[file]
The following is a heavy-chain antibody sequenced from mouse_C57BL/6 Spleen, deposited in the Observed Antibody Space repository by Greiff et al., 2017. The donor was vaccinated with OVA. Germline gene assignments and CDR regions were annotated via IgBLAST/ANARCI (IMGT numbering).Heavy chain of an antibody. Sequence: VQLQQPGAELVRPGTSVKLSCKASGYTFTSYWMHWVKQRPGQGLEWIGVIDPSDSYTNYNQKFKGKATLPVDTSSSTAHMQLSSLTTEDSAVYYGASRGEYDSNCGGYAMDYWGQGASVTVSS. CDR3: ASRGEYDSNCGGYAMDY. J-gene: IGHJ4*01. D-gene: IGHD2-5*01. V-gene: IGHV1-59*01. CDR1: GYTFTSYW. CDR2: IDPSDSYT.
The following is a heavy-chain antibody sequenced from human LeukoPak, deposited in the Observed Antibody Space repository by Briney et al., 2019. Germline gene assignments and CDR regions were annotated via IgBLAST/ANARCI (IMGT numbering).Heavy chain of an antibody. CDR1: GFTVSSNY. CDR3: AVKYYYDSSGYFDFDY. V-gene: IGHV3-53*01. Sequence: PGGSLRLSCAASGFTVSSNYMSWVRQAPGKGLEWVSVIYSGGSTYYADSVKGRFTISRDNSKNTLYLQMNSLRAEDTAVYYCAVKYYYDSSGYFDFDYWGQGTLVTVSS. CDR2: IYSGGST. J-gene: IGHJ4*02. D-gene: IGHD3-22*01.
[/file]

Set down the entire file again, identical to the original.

The following is a heavy-chain antibody sequenced from mouse_C57BL/6 Spleen, deposited in the Observed Antibody Space repository by Greiff et al., 2017. The donor was vaccinated with OVA. Germline gene assignments and CDR regions were annotated via IgBLAST/ANARCI (IMGT numbering).Heavy chain of an antibody. Sequence: VQLQQPGAELVRPGTSVKLSCKASGYTFTSYWMHWVKQRPGQGLEWIGVIDPSDSYTNYNQKFKGKATLPVDTSSSTAHMQLSSLTTEDSAVYYGASRGEYDSNCGGYAMDYWGQGASVTVSS. CDR3: ASRGEYDSNCGGYAMDY. J-gene: IGHJ4*01. D-gene: IGHD2-5*01. V-gene: IGHV1-59*01. CDR1: GYTFTSYW. CDR2: IDPSDSYT.
The following is a heavy-chain antibody sequenced from human LeukoPak, deposited in the Observed Antibody Space repository by Briney et al., 2019. Germline gene assignments and CDR regions were annotated via IgBLAST/ANARCI (IMGT numbering).Heavy chain of an antibody. CDR1: GFTVSSNY. CDR3: AVKYYYDSSGYFDFDY. V-gene: IGHV3-53*01. Sequence: PGGSLRLSCAASGFTVSSNYMSWVRQAPGKGLEWVSVIYSGGSTYYADSVKGRFTISRDNSKNTLYLQMNSLRAEDTAVYYCAVKYYYDSSGYFDFDYWGQGTLVTVSS. CDR2: IYSGGST. J-gene: IGHJ4*02. D-gene: IGHD3-22*01.